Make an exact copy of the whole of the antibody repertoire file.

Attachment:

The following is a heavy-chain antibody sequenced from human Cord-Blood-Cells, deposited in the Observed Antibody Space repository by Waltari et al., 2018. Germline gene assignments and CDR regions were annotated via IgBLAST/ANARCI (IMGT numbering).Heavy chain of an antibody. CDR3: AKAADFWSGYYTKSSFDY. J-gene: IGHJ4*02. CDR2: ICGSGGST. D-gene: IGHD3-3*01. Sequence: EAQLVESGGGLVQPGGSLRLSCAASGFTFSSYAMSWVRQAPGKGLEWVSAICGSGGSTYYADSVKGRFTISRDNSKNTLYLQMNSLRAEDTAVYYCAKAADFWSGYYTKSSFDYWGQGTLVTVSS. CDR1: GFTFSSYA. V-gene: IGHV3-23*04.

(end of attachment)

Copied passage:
The following is a heavy-chain antibody sequenced from human Cord-Blood-Cells, deposited in the Observed Antibody Space repository by Waltari et al., 2018. Germline gene assignments and CDR regions were annotated via IgBLAST/ANARCI (IMGT numbering).Heavy chain of an antibody. CDR3: AKAADFWSGYYTKSSFDY. J-gene: IGHJ4*02. CDR2: ICGSGGST. D-gene: IGHD3-3*01. Sequence: EAQLVESGGGLVQPGGSLRLSCAASGFTFSSYAMSWVRQAPGKGLEWVSAICGSGGSTYYADSVKGRFTISRDNSKNTLYLQMNSLRAEDTAVYYCAKAADFWSGYYTKSSFDYWGQGTLVTVSS. CDR1: GFTFSSYA. V-gene: IGHV3-23*04.